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Disappearing Deficits

Suppose a government must reduce its budget deficit. Perhaps it made a commitment to do so; perhaps investors are beginning to doubt its ability to repay debt. It could cut spending or raise taxes, but that is painful and unpopular. What can it do?

In our work at the IMF, we sometimes discover that governments choose to employ accounting devices that make the deficit smaller without actually causing any pain, and without actually improving public finances.

In ideal accounting, this would not be possible. In real accounting, it sometimes is.

How the devices work

Some governments, for example, have been able to reduce their reported deficits by taking over companies’ pensions schemes. The government’s obligation to make future pension payments has a real cost, but it doesn’t count as a liability in the accounting. So when the government receives a pension scheme’s assets from the company, it can treat the receipt of those assets as revenue that reduces its deficit.

Many other governments have been able to defer spending, without significantly reducing it in the long run, by entering into public-private partnerships. Under these contracts, a private company builds and maintains an asset like a road or a hospital. In return, the government agrees to pay the company for its costs over 20 or 30 years. In a sense, the government has bought the asset on an installment plan, but government accounting seldom counts this obligation as a liability.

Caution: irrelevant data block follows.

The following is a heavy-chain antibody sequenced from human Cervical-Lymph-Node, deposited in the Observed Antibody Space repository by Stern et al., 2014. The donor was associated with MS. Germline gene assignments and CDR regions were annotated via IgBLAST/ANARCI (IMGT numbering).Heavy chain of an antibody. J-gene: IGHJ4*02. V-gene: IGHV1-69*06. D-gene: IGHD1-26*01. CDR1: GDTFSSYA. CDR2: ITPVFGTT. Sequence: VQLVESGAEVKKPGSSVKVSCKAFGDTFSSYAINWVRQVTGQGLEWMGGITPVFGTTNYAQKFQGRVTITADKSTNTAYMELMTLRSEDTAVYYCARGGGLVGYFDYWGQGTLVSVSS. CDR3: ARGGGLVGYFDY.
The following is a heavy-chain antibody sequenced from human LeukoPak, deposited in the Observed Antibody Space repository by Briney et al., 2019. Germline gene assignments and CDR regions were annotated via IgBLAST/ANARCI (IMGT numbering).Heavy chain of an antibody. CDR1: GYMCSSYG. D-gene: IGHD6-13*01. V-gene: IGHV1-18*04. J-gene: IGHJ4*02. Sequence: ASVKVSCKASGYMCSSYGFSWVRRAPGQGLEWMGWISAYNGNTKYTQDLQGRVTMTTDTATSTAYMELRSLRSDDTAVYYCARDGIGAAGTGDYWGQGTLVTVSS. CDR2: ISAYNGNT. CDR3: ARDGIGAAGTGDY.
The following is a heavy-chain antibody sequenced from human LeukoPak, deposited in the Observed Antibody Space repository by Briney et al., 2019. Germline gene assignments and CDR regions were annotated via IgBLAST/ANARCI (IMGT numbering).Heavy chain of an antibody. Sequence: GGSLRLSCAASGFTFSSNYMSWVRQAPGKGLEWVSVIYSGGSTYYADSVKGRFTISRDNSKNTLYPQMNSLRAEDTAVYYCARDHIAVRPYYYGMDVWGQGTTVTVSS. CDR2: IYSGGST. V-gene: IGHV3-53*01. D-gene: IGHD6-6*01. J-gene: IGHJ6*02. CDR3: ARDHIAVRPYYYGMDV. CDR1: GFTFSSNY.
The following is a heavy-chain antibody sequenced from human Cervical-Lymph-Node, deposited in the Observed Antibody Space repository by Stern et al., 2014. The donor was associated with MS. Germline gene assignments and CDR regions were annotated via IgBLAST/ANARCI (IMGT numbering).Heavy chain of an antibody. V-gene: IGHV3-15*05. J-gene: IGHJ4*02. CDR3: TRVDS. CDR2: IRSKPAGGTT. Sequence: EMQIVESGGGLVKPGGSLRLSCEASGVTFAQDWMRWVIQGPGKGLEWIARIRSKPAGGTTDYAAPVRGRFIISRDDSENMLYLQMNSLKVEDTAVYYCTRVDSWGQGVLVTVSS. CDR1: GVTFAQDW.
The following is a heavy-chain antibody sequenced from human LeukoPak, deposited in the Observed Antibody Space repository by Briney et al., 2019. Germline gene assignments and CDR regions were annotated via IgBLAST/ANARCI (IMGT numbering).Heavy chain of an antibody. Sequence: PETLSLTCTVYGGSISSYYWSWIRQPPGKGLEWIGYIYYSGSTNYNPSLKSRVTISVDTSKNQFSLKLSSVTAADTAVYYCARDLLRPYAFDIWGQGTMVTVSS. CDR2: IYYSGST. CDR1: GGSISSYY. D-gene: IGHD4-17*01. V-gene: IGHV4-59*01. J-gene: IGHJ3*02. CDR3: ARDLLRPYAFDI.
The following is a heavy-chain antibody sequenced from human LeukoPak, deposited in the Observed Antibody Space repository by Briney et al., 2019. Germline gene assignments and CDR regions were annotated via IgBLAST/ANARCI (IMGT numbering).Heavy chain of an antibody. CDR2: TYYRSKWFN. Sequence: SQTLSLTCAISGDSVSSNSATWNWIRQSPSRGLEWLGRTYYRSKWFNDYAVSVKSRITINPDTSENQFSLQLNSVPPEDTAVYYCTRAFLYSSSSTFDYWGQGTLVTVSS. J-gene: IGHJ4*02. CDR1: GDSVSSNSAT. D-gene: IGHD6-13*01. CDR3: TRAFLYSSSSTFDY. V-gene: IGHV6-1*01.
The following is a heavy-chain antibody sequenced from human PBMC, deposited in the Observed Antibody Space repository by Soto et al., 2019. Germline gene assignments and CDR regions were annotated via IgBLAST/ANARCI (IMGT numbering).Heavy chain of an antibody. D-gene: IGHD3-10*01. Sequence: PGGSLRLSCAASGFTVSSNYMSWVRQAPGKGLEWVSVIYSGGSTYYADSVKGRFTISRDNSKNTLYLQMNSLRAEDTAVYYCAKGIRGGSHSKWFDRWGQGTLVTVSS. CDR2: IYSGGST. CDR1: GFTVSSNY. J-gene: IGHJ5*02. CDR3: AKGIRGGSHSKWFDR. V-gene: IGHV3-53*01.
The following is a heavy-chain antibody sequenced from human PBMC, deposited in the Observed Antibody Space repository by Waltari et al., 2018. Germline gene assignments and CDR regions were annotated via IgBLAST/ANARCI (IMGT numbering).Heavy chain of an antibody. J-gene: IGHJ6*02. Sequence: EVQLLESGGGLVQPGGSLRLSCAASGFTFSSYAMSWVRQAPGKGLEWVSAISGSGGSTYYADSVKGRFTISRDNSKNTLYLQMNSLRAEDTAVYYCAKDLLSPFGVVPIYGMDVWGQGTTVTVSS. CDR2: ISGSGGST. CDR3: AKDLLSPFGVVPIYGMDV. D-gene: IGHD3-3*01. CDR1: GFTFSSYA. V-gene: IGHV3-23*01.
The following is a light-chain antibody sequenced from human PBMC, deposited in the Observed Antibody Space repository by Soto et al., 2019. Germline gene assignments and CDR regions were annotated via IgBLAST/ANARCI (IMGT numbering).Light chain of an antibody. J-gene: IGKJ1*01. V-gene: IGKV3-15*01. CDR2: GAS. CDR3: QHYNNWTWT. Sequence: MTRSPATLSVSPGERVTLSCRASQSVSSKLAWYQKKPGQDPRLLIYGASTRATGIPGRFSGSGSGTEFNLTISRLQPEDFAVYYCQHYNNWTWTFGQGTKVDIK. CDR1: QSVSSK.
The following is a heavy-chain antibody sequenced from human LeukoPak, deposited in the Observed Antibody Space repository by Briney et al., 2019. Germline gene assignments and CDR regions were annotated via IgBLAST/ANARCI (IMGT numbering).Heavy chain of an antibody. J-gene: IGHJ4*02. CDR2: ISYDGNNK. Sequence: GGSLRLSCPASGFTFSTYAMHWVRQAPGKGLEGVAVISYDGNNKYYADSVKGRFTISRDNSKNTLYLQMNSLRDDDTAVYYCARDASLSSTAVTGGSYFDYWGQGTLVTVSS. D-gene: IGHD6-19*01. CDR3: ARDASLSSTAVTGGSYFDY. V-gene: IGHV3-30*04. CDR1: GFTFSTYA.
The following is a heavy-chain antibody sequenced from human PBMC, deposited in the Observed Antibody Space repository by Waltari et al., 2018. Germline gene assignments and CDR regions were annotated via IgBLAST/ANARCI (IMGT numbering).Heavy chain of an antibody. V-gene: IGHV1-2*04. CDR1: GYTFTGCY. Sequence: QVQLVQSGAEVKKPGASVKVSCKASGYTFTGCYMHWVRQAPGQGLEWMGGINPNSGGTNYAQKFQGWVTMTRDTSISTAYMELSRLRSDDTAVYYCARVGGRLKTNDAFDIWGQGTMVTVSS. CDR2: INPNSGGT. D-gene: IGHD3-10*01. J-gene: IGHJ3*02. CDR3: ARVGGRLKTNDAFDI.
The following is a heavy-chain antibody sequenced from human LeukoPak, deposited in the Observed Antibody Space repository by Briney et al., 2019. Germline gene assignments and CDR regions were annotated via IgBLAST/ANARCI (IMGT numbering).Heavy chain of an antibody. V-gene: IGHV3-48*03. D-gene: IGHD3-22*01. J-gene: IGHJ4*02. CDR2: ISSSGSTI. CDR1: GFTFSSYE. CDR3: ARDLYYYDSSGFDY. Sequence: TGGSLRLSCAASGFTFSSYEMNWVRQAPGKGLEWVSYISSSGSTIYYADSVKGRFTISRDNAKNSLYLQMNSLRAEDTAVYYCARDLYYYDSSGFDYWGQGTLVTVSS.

In each of the above cases—and in others analyzed in my note, Accounting Devices and Fiscal Illusions—the government’s deficit is lower at first, but only at the expense of bigger future deficits.

Improving transparency

The problem with the use of accounting devices is that the pain of spending cuts and tax increases is not avoided; it’s postponed and perhaps made worse. Accounting devices can also make the deficit a less accurate fiscal indicator, making it harder for citizens, journalists, think tanks, investors, rating agencies—and the government itself—to understand the true state of public finances.

The use of accounting devices cannot be eliminated, but several things can be done to reduce their use or at least bring them quickly to light:

The chart below illustrates the last point and, in particular, shows the value of having two different indicators of the deficit in the United States. One is a mainly cash-based measure; the other, the net operating surplus, is more like the bottom line of a private company’s income statement. One cause of the difference between the two indicators is that the cost of incurring obligations to pay future pensions to government employees shows up in the net operating surplus but not in the budget surplus.

These proposals do create more work for government accountants and statisticians, but the problems created by accounting devices cannot be solved with the stroke of a pen. Getting an accurate picture of government finances requires hard work, careful checks, and a willingness on the part of analysts to look at several different measures of the deficit.